Charlotte Bobcats v Phoenix Suns

Fear of tax may make this slower-than-usual trade deadline

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All-Star weekend usually signals the official start of a frenzied week of rumors and eventually trades in the NBA. Everybody is in town — this year Houston — and general managers are talking face-to-face rather than texting and by Tuesday trades are picking up steam.

But maybe not this year.

If there was a buzz in Houston it’s that the luxury tax is scaring teams off big deals, and a lot of the trades you do see go down will be about lowering salary heading into next season more than improving the team on the floor.

The Raptors would love to move Andrea Bargnani but nobody else wants to play along and take on his $12 million next season. The Bobcats are desperately trying to move Ben Gordon but are finding few takers for the $13 million he is owed next year. Put Kris Humphries and the $12 million he is owed next season on the list. Even guys like Josh Smith are seeing reduced interest because even though he is in the last year of his deal if you trade for him you’ll have to try and re-sign him next summer and he wants five years, $90 million.

Starting next season the full weight of the tougher luxury tax kicks in as part of the new Collective Bargaining Agreement. Gone is the dollar-for-dollar tax (for every dollar you are over the luxury tax line the team paid an additional dollar penalty), replaced by a weighted tax that hits you heavier the father you are over the cap. Plus if you are over three years in a row a repeater tax comes in on top of that.

It’s got teams thinking long term and being cautious.

Oh, there will be trades — Josh Smith is the big name. Al Jefferson or Paul Millsap likely get traded out of Utah.

But most of what you will see is deals for guys such as J.J. Redick, DeJuan Blair, Omri Casspi and others. What you will see are smaller deals as teams make moves to save a few dollars, especially teams like the Warriors that are just a million or so over the luxury tax line and see no reason to pay it now.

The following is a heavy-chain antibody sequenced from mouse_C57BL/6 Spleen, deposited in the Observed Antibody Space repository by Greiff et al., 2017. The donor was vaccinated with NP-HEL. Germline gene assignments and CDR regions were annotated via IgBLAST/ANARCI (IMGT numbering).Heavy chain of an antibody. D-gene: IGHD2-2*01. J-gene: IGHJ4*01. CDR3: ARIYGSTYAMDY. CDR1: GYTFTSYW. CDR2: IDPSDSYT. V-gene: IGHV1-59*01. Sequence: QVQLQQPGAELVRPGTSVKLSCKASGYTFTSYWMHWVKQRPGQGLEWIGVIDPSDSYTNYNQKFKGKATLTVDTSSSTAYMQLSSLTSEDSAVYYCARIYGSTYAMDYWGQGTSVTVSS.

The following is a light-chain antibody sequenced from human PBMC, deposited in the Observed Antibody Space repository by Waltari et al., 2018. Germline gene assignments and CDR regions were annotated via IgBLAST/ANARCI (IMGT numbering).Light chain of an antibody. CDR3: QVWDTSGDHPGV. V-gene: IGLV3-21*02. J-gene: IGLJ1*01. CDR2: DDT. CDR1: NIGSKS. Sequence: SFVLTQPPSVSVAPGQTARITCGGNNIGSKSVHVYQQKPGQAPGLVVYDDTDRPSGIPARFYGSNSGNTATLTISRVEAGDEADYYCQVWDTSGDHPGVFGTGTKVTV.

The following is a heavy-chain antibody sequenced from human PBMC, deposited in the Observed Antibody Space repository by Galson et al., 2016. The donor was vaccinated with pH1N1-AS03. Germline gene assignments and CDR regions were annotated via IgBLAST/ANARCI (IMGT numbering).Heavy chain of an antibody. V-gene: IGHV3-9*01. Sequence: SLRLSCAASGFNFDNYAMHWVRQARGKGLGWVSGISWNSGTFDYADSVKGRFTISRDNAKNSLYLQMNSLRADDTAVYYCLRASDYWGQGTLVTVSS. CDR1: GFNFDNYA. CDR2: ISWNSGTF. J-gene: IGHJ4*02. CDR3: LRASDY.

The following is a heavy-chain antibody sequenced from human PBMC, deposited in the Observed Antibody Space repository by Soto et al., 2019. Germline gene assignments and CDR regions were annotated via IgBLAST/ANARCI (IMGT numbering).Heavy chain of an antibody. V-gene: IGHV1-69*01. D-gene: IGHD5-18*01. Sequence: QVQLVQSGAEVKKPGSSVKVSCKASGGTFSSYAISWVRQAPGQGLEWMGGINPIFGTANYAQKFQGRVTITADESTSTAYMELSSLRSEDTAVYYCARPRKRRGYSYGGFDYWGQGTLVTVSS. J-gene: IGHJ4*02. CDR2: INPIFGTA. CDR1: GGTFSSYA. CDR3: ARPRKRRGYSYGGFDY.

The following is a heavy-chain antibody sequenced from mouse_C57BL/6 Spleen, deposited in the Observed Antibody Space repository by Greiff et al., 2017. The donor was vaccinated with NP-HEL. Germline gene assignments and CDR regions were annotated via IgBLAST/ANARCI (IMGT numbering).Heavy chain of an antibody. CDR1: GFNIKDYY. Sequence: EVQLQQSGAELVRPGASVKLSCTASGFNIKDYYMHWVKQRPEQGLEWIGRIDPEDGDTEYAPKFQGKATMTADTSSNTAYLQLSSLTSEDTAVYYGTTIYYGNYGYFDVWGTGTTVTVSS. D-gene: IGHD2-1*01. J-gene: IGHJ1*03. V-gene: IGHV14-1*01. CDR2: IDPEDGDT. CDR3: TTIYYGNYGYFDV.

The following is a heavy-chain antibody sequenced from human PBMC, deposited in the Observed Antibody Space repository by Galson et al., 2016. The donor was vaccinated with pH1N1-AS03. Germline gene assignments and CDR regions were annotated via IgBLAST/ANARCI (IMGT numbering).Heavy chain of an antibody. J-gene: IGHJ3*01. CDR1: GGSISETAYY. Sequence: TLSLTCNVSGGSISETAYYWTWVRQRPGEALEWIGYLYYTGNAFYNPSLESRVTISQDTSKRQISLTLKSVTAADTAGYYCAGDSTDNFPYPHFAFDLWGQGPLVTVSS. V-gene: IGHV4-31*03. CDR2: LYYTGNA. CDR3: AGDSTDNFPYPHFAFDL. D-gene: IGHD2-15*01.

The goal of the new CBA was to flatten out the tallent pool by making it too expensive (and restrictive in terms of trades) to be over the line. We’ll see how it works, but most teams are certainly scared of the new taxes.

LeBron, can someone average a triple-double? “Westbrook can do it”

LAS VEGAS, NV - AUGUST 12:  LeBron James #27 (L) and Russell Westbrook #31 of the 2015 USA Basketball Men's National Team attend a practice session at the Mendenhall Center on August 12, 2015 in Las Vegas, Nevada.  (Photo by Ethan Miller/Getty Images)
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Through 22 games, Russell Westbrook is averaging 31 points, 11.3 assists, and 10.9 rebounds a night — the first guy to average a triple-double this deep into a season since Oscar Robertson did it for a full campaign in 1963. Westbrook has had a triple-double in six straight games.

The only question is: Can Westbrook keep this up? Can he average a triple-double for a season?

He’s got a backer in LeBron James. Here is what LeBron said at shootaround on Wednesday, as the Cavaliers were in New York to take on the Knicks, you can see his comments via ESPN.